employee.
Some might guess that working there would be
intimidating, while others might think that working
at C-Club would be unrewarding, as it would
be a time-consuming activity dedicated almost
exclusively to serving other students.
But Edwards asserted she does not feel this
way about her job, which she enjoys for a variety
of reasons.
“[My job is] pretty easygoing,” she said. “[My
fellow employees and I] work hard but I really
like the group of people I work with.
“They are really friendly and we have a lot of
fun at the same time.”
From time to time, C-Club has been ridiculed
around campus for providing more unhealthy
options than other campus dining locations like
the Market Place at Atherton and ResCo’s Dining
Room.
Edwards, however, disagrees with this assessment.
“I think the services C-Club provides are pretty
good,” she said. “I like that there are lots of
healthy options for students and staff, and I think
there is a lot of variety offered.
“I was also pleasantly surprised with the conditions
there. It is very hygenic and well-kept.”
Although she finds her job enjoyable overall,
Edwards said there is one thing that particularly
bothers her.
“It upsets me how some of the customers speak
to some of the members of staff,” she said. “I’d
like to see them have more respect for the employees
because they are great people and work very
hard.”
Alan Solomon, a C-Club supervisor, described
Edwards as a dependable, hard worker.
“She’s friendly, she’s nice and she’s respectful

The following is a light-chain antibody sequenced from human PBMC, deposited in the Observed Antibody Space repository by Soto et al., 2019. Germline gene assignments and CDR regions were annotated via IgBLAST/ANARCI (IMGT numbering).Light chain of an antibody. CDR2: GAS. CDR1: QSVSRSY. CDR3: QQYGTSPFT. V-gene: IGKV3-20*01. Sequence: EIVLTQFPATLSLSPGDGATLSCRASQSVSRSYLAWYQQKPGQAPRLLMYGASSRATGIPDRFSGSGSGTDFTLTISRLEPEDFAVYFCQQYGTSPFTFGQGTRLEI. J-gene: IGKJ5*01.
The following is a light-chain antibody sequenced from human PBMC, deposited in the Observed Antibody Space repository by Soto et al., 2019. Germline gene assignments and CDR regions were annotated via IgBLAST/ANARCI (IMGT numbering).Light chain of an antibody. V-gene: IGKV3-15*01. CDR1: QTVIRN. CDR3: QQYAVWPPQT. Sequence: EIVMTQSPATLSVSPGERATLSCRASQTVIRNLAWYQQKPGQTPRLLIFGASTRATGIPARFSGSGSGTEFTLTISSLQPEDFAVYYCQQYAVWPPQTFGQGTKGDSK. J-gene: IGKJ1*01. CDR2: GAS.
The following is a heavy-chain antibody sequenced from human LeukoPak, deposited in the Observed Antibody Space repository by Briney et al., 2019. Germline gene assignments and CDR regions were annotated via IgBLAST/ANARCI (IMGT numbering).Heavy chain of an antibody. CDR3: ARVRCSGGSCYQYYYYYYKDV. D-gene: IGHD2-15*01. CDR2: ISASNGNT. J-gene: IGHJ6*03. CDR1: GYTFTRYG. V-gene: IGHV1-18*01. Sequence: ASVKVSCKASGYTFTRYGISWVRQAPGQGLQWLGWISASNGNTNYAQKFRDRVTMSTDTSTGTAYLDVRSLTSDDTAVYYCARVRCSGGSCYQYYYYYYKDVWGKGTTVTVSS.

to the customers from what I’ve seen,” Solomon
said. “When I worked on shifts with her last year,
she would ask me, ‘Is there anything else I can
do?’ And I would answer, ‘Yes, you can take a
15-minute break.’”
Edwards, who is focusing on special education,
also works Mondays and Tuesdays at the
Independence Academy of Indiana, a nonprofit
organization dedicated to providing instruction
for autistic students.
She was required to volunteer as a component
of her behavior management class last semester
but enjoyed it so much that she elected to continue
working at the academy this semester.
So how does one balance the tremendous workload
of two jobs, cross country and academics?
Edwards said keeping organized is the primary
ingredient.
“I think as a grad [student] I definitely have a
lighter workload than the undergrads, so I have a
decent amount of spare time,” she said. “I think
organization is the key though: just staying ahead
of class and knowing when work is due.
“My classes are never before 4:30, so I have the
mornings designated for training, and I can do
work before classes and early afternoons.”
After she graduates, Edwards said she intends
to remain in the U.S. and find a job in special education
while continuing to run longer events, such
as half marathons and marathons.
“I would like to stay in the States if possible,
but I don’t know for how long yet,” she said. “It
just depends on where the road takes me.”